Invasive fungal infections are more commonly identified in various categories of patients, mainly in cancer patients but also in those undergoing organ transplantation, patients in intensive care units, and those with AIDS. There is a great need to increase the awareness of practitioners who are still underestimating the morbidity and mortality relating to invasive fungal infections, and to stress the economic burden for the society and healthcare systems of invasive fungal infections. The list of fungal pathogens causing life- threatening complications has also increased recently, with the emergence of unusual fungi being more frequently identified in such settings. Early diagnosis of invasive fungal infections is still a major challenge for the clinician at the bedside. Identification of state-of-the-art management is also a difficult task for the clinical scientists involved in the assessment of optimal strategies to prevent and to treat those invasive fungal infections, although major progress has occurred in the last 5 years with the development of new, safe, and effective antifungal agents. Empiric therapy remains a very controversial issue that should be further investigated in high-quality clinical trials. Overall, clinical research in this difficult field requires independent and objective analysis; only large multi-center clinical trials can address these critical issues and rapidly provide convincing results leading to a better prognosis of patients with invasive fungal infections. These complications still represent too often an obstacle to successful control of severe underlying diseases. Clinical research on the appropriate ways to target fungi will not only define state-of-the-art management but also identify ineffective or redundant treatments. Such an approach will make a substantial contribution to the care of the high-risk patients within the next decade and will preserve our capacity for medical excellence.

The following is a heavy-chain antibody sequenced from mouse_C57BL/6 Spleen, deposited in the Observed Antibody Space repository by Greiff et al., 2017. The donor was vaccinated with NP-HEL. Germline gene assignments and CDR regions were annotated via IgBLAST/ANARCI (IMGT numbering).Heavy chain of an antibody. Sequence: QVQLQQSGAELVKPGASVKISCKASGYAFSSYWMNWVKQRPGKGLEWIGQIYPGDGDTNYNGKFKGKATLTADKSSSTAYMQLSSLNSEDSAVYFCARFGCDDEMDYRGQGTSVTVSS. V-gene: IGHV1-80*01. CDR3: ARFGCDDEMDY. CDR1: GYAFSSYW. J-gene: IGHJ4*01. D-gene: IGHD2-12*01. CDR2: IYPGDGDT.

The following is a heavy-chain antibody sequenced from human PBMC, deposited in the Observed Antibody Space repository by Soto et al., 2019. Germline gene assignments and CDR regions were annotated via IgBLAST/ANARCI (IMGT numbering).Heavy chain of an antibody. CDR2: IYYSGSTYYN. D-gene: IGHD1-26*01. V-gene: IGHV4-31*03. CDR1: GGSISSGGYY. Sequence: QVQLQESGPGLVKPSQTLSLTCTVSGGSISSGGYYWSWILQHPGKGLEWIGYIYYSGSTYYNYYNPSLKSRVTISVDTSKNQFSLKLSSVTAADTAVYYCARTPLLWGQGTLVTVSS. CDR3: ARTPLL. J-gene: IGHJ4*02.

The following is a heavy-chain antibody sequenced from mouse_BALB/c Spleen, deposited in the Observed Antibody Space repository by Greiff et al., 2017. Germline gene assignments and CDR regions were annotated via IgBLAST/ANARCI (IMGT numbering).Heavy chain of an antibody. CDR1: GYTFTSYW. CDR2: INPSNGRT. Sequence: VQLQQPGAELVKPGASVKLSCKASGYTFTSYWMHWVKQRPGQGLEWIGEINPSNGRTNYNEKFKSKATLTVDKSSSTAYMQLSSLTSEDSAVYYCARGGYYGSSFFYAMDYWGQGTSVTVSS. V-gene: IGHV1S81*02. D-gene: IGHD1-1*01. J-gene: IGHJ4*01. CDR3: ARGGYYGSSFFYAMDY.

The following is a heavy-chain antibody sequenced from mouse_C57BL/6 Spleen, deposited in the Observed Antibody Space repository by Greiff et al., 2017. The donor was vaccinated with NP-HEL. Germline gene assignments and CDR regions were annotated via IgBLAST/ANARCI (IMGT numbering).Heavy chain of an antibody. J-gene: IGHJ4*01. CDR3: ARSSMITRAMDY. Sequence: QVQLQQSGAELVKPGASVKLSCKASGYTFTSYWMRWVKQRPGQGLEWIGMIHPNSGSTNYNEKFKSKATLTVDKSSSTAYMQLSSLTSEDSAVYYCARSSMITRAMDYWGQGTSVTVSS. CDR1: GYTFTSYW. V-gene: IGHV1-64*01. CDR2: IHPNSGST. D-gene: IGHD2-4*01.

Full conference title:
19th International Congress of Chemotherapy
- ICC 19th